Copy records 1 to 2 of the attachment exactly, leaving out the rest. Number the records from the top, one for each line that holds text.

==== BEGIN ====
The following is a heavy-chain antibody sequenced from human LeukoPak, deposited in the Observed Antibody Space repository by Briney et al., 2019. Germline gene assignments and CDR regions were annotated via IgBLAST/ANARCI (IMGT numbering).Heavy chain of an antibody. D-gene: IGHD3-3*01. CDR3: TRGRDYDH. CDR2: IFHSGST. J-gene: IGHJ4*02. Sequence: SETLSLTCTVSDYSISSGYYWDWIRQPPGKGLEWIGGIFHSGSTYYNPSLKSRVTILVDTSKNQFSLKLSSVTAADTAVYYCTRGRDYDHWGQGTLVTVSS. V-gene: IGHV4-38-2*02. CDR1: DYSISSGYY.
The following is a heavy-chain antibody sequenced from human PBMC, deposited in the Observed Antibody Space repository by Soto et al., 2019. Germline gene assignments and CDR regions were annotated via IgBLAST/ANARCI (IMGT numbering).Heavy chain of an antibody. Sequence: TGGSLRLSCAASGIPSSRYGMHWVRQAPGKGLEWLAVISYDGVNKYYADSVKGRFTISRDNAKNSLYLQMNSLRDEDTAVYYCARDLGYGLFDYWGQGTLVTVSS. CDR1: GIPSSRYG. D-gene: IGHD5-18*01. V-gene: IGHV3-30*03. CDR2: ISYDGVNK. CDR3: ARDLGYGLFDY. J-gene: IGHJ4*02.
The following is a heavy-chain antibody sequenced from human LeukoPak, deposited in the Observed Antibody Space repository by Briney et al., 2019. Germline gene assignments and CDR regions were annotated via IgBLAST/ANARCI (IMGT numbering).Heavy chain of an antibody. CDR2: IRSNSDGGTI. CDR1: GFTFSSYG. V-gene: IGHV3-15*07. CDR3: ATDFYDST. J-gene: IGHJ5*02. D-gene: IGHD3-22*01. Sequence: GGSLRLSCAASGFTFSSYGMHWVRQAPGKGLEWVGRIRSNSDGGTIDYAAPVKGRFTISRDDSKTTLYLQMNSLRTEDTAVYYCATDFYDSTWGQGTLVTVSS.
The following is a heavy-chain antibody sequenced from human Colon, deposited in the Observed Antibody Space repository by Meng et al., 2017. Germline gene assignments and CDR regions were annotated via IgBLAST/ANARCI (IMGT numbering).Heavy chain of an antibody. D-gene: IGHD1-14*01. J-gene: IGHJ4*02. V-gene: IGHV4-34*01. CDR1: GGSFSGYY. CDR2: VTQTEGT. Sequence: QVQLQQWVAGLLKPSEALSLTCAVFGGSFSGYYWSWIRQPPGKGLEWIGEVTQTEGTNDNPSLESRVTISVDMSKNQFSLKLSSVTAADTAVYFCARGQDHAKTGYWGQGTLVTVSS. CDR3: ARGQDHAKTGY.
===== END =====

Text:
The following is a heavy-chain antibody sequenced from human LeukoPak, deposited in the Observed Antibody Space repository by Briney et al., 2019. Germline gene assignments and CDR regions were annotated via IgBLAST/ANARCI (IMGT numbering).Heavy chain of an antibody. D-gene: IGHD3-3*01. CDR3: TRGRDYDH. CDR2: IFHSGST. J-gene: IGHJ4*02. Sequence: SETLSLTCTVSDYSISSGYYWDWIRQPPGKGLEWIGGIFHSGSTYYNPSLKSRVTILVDTSKNQFSLKLSSVTAADTAVYYCTRGRDYDHWGQGTLVTVSS. V-gene: IGHV4-38-2*02. CDR1: DYSISSGYY.
The following is a heavy-chain antibody sequenced from human PBMC, deposited in the Observed Antibody Space repository by Soto et al., 2019. Germline gene assignments and CDR regions were annotated via IgBLAST/ANARCI (IMGT numbering).Heavy chain of an antibody. Sequence: TGGSLRLSCAASGIPSSRYGMHWVRQAPGKGLEWLAVISYDGVNKYYADSVKGRFTISRDNAKNSLYLQMNSLRDEDTAVYYCARDLGYGLFDYWGQGTLVTVSS. CDR1: GIPSSRYG. D-gene: IGHD5-18*01. V-gene: IGHV3-30*03. CDR2: ISYDGVNK. CDR3: ARDLGYGLFDY. J-gene: IGHJ4*02.